If you use an existing format, then enclose the format name in square brackets (for example, [date9.]) or with parentheses and vertical bars, for example, (|date9.|). Do not enclose the name of the existing format in single quotation marks.

Using an existing format can be thought of as nesting formats. A nested level of one means that if you are creating the format A with the format B as a formatted value, then the procedure has to use only one existing format to create A.

Tip: Avoid nesting formats more than one level. The resource requirements can increase dramatically with each additional level.

For details on how to specify value-or-range, see Specifying Values or Ranges.

Consider the following examples:

  • The $STATE. character format prints the postal code for selected states:

    value $state 'Delaware'='DE'

    The variable value Delaware prints as DE, the variable value Florida prints as FL, and the variable value Ohio prints as OH. Note that the $STATE. format begins with a dollar sign.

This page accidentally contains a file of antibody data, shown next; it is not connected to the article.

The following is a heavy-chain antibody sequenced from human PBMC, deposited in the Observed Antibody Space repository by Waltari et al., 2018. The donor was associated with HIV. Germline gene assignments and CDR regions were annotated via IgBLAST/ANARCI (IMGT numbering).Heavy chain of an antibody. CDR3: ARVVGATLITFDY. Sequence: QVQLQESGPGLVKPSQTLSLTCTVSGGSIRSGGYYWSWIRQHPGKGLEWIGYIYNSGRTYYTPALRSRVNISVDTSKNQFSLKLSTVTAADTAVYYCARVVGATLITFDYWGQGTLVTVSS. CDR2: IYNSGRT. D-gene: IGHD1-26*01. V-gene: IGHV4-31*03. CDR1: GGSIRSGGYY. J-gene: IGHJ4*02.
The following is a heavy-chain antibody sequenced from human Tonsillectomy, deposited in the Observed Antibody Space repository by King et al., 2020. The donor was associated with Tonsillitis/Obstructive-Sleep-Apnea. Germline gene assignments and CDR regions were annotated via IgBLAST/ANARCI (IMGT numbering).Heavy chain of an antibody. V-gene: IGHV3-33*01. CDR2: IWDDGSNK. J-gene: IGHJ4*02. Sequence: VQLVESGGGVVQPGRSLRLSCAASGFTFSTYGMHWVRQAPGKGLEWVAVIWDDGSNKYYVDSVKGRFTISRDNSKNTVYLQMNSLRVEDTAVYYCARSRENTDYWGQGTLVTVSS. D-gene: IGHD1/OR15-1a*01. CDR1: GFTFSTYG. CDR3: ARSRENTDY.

Note:   Range specifications are case sensitive. In the $STATE. format above, the value OHIO would not match any of the specified ranges. If you are not certain what case the data values are in, then one solution is to use the UPCASE function on the data values and specify all uppercase characters for the ranges.  [cautionend]

  • The numeric format ANSWER.writes the values 1 and 2 as yes and no:

    value answer 1='yes'

Specifying No Ranges

This VALUE statement creates a format-name format that has no ranges:

value format-name;

Using this format has the effect of applying the default SAS format to the values.